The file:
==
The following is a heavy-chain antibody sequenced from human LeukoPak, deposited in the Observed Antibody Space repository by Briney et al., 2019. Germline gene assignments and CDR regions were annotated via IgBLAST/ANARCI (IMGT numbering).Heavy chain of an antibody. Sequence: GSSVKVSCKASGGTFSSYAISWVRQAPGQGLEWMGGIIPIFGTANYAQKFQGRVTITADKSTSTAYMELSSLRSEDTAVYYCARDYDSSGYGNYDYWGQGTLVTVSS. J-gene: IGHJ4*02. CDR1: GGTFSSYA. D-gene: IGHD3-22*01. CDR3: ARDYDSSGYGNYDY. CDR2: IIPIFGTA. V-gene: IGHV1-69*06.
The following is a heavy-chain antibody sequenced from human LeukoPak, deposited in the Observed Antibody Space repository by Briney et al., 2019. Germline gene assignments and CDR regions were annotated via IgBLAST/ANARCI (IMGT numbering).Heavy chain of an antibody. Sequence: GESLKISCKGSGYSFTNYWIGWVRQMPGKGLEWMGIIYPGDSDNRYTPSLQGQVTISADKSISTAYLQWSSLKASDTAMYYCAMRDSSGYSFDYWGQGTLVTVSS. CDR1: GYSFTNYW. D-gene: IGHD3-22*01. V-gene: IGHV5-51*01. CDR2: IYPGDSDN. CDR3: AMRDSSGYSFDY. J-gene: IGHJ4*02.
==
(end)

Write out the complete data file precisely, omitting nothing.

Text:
The following is a heavy-chain antibody sequenced from human LeukoPak, deposited in the Observed Antibody Space repository by Briney et al., 2019. Germline gene assignments and CDR regions were annotated via IgBLAST/ANARCI (IMGT numbering).Heavy chain of an antibody. Sequence: GSSVKVSCKASGGTFSSYAISWVRQAPGQGLEWMGGIIPIFGTANYAQKFQGRVTITADKSTSTAYMELSSLRSEDTAVYYCARDYDSSGYGNYDYWGQGTLVTVSS. J-gene: IGHJ4*02. CDR1: GGTFSSYA. D-gene: IGHD3-22*01. CDR3: ARDYDSSGYGNYDY. CDR2: IIPIFGTA. V-gene: IGHV1-69*06.
The following is a heavy-chain antibody sequenced from human LeukoPak, deposited in the Observed Antibody Space repository by Briney et al., 2019. Germline gene assignments and CDR regions were annotated via IgBLAST/ANARCI (IMGT numbering).Heavy chain of an antibody. Sequence: GESLKISCKGSGYSFTNYWIGWVRQMPGKGLEWMGIIYPGDSDNRYTPSLQGQVTISADKSISTAYLQWSSLKASDTAMYYCAMRDSSGYSFDYWGQGTLVTVSS. CDR1: GYSFTNYW. D-gene: IGHD3-22*01. V-gene: IGHV5-51*01. CDR2: IYPGDSDN. CDR3: AMRDSSGYSFDY. J-gene: IGHJ4*02.